Gurrelieder lasts for nearly two hours and Schoenberg demands substantial choral forces, only to use them very sparingly. The first time we hear the choir – male voices only – is in Part III when Waldemar’s men greet him (‘Gegrüsst, o König’). Here, the male voices do very well. They offer full-throated singing and, judiciously assisted by the engineers, I’m sure, they are never swamped by the orchestral tumult. Later, however, the men have a very different assignment in the subdued, spooky passage ‘Der Hahn erhebt den Kopf zur Kraht’. Here, the mercilessly close scrutiny of the microphones demonstrates how taxing the writing is, especially for the first tenors. The various vocal parts aren’t ideally balanced against each other and the singers sound somewhat strained. Schoenberg only uses his massive SATB forces at the very end and for slightly less than five minutes. Three choirs, including the professionals of the BBC Singers, were involved, reinforced by the men of the London Philharmonic Choir. That led me to expect a huge choral sound but, unfortunately, the results are rather disappointing. I don’t know whether the engineers balanced the choirs rather backwardly or whether the singers were insufficiently powerful – probably a combination of the two – but you don’t get the big, ecstatic choral sound that one finds in several other recordings, such as those by Rattle, Gardner or Abbado. Instead, it’s the orchestra that grabs the listener’s attention. Despite the efforts of the BBC Symphony Orchestra, then, the conclusion to this performance of Gurrelieder isn’t as overwhelming as it needs to be.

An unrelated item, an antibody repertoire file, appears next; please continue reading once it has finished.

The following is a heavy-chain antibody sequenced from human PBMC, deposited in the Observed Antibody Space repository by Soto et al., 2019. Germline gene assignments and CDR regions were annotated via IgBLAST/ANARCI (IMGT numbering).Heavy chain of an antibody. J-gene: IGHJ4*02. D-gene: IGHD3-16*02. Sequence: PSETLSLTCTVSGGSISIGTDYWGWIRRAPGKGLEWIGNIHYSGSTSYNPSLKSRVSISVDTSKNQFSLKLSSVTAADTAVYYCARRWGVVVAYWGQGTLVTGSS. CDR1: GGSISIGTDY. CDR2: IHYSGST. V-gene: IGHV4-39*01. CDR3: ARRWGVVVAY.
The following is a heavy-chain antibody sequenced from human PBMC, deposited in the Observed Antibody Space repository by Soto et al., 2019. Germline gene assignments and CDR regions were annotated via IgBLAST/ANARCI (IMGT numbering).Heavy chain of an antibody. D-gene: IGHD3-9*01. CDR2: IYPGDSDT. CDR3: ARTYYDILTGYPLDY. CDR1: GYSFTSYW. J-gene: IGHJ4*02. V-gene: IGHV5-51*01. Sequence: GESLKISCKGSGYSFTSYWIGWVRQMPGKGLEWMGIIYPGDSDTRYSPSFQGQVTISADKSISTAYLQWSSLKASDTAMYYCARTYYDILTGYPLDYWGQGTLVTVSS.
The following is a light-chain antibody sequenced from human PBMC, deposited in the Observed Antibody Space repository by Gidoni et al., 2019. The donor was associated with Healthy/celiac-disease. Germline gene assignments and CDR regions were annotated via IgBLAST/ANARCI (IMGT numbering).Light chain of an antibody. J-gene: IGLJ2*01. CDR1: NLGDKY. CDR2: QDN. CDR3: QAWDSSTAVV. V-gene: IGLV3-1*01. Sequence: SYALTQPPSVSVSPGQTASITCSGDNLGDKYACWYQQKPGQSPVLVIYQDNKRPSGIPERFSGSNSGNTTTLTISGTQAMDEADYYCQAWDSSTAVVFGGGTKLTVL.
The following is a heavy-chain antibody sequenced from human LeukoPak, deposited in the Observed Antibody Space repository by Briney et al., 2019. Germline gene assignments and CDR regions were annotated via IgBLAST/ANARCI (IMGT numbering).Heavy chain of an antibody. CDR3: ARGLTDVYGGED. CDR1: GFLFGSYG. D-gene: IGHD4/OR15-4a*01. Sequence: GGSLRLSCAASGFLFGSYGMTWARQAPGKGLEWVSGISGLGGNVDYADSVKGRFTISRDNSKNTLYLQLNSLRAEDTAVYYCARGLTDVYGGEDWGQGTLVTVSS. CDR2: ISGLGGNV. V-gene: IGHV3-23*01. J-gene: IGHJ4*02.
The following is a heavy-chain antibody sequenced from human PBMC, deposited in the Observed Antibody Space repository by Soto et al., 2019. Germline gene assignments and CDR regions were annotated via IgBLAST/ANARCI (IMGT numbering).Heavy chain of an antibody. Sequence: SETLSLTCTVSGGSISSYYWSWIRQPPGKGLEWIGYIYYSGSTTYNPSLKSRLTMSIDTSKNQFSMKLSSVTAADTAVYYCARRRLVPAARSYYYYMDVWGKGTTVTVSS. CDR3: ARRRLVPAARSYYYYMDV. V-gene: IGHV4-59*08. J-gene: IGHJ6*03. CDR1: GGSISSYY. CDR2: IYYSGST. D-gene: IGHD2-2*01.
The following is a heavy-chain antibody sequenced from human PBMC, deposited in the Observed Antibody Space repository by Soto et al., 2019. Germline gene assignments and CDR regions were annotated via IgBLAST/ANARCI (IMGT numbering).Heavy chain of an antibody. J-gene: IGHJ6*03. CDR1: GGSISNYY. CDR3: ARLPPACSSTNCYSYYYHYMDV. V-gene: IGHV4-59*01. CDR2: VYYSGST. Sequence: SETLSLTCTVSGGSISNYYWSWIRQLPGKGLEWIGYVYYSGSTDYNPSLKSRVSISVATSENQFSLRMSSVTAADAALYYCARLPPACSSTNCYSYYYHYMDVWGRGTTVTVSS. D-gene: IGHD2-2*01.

I’m conscious that I’ve made several references to the way Pierre Boulez conducts the score without making specific reference to the playing of the BBC Symphony Orchestra. By the time this recording was made they’d worked with Boulez for some years and it certainly shows. The playing is tremendously accurate and, where Schoenberg requires it, incisive. Elsewhere, though, the richness of the scoring is conveyed marvellously by the orchestra. Several leading orchestras have recorded this work with excellent results: I don’t think the BBCSO of 1974 need fear the comparisons.

There are some vocal shortcomings to this performance, as I’ve indicated, but overall, I think it’s a fine achievement with the Waldemar of Jess Thomas, the excellent conducting of Pierre Boulez and the playing of the BBCSO all significant factors in its success. What of the sound? The engineering was in the hands of Bob Auger and he had a huge task on his hands to translate into the domestic listening format a vast work such as this, which really needs a large hall in which the sound can expand and breathe. I indicated earlier that some may find the sound puts the performance unduly under the microscope and that’s true. On the other hand, I found that my ears swiftly adjusted and I found myself revelling in the impact, presence, detail and, frankly, sheer “oomph” of the sound. There’s also a good sense of the space of the hall around the orchestral sound – Waldemar’s ‘Herrgott, weisst du was du tatest’ (Part II) offers a prime example. It defies belief that this analogue recording is nearly 46 years old. I listened to it using the stereo option and obtained excellent results.